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|Clerk & Lindsell on Torts, one of our flagship titles and part of the Common Law Library series, is an essential reference tool which is widely referred to by practitioners and cited by the judiciary throughout the UK and the Commonwealth, and also forms the point of reference worldwide for those wishing to research the English law of torts. It offers the most comprehensive coverage of the subject, providing the end user with indispensable access to current, frequent and unrivalled authoritative information on all aspects of tort law.|
- Provides unrivalled breadth and depth of coverage on all areas of tort law
- Sets out both general principles and the detailed rules of liability affecting specific torts
- Explains in detail general matters, such as defences, joint liability and vicarious liability, and capacity and parties
- Covers all the important heads of tortious liability: negligence, breach of statutory duty, professional liability, product liability and occupiers’ liability, malicious prosecution and abuse of process, wrongful interference with goods, deceit, to trespass to land and to the person. Other chapters range from liability for animals to nuisance and Rylands v Fletcher, and from malicious falsehood to the economic torts, defamation, breach of confidence and misuse of private information
- Deals extensively with the vital topic of damages and other remedies, including injunctions
- Covers limitation in detail
- Takes full account of the effects of Brexit
New material in the Twenty-Fourth Edition:
- Henderson v Dorset Healthcare University NHS Foundation Trust and Stoffel & Co v Grondona on the extent of the illegality defence in tort.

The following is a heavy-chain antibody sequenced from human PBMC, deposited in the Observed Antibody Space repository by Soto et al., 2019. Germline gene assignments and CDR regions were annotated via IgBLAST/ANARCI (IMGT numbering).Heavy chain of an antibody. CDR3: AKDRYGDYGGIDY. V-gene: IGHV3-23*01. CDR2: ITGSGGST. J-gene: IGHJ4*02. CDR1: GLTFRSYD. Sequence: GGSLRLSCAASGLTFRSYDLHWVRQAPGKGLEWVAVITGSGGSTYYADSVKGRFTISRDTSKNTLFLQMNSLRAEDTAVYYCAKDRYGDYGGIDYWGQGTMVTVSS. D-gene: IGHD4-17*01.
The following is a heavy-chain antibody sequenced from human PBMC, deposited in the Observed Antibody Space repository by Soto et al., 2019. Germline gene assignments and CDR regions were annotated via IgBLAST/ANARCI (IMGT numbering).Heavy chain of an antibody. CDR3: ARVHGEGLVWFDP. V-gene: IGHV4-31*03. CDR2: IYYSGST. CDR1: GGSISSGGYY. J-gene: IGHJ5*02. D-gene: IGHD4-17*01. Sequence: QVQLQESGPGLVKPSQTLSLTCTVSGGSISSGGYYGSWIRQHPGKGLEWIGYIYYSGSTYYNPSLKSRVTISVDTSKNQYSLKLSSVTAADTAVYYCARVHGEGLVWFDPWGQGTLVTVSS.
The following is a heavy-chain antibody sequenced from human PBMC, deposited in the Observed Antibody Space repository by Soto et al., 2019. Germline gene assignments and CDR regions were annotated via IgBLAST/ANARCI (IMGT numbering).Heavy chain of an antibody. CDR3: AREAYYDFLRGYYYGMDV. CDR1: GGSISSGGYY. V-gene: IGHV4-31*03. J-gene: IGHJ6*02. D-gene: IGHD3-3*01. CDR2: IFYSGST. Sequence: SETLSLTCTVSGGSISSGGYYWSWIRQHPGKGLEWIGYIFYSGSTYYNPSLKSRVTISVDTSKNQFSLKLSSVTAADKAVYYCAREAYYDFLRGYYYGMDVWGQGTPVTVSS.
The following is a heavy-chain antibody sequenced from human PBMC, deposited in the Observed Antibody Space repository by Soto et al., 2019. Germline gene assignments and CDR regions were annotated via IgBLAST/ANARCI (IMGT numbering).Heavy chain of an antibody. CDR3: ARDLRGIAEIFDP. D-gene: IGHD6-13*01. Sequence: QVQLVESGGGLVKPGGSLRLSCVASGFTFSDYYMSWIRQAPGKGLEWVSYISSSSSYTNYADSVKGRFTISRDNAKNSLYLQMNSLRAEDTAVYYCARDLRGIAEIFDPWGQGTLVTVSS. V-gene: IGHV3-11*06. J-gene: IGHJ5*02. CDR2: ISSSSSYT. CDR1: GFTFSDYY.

- FCA v Arch Insurance (UK) Ltd on the subject of adequate causation.
- Okpabi v Royal Dutch Shell Plc on the duty of care owed by a holding company for the acts of its subsidiaries abroad.
- Toombes v Mitchell on the boundaries of wrongful birth and wrongful life.
- Bell v Tavistock & Portman NHS Foundation Trust on older children’s ability to consent to medical procedures.
- Allsop v Banner Jones Ltd on solicitors’ negligence claims and abuse of process.
- Rihan v Ernst & Young Global Ltd on employers’ duties to look after employees’ interests.
- Leeds City Council v Barclays Bank Plc on the requirement for a representation in the tort of deceit.
- Duchess of Sussex v Associated Newspapers Ltd on misuse of private information and breach of copyright.
- Kawasaki Kisen Kaisha Ltd v James Kemball Ltd on how far the deliberate defunding of a company can amount to an economic tort.
- Swift v Carpenter on damages for serious injury and funding the purchase of a suitable property for a seriously disabled claimant.
- Canada Goose UK Retail Ltd v Persons Unknown and Boyd v Ineos Upstream Ltd on property, injunctions, protests and human rights.
Chapter 1 - Principles of Liability in Tort
Chapter 2 - Causation and Remoteness: General Principles
Chapter 3 - General Defences
Chapter 4 - Joint Liability and Contribution
Chapter 5 - Capacity and Parties
Chapter 6 - Vicarious Liability
Chapter 7 - Negligence
Chapter 8 - Breach of Statutory Duty
Chapter 9 - Professional Liability
Chapter 10 - Product Liability and Consumer Protection
Chapter 11 - Occupiers’ Liability and Defective Premises
Chapter 12 - Employers’ Liability
Chapter 13 - Public Service Liability
Chapter 14 - Trespass to the Person and Harassment
Chapter 15 - Malicious Prosecution and Malicious Abuse of Process
Chapter 16 - Wrongful Interference with Goods
Chapter 17 - Deceit
Chapter 18 - Trespass to Land and Dispossession
Chapter 19 - Nuisance, Rylands v Fletcher and Similar Liabilities
Chapter 20 - Animals
Chapter 21 - Defamation
Chapter 22 - Malicious Falsehood
Chapter 23 - Economic Torts
Chapter 24 - Passing Off
Chapter 25 - Breach of Confidence and Privacy
Chapter 26 - Damages
Chapter 27 - Injunctions
Chapter 28 - Self-Help
Chapter 29 - Discharge of Torts
Chapter 30 - Limitation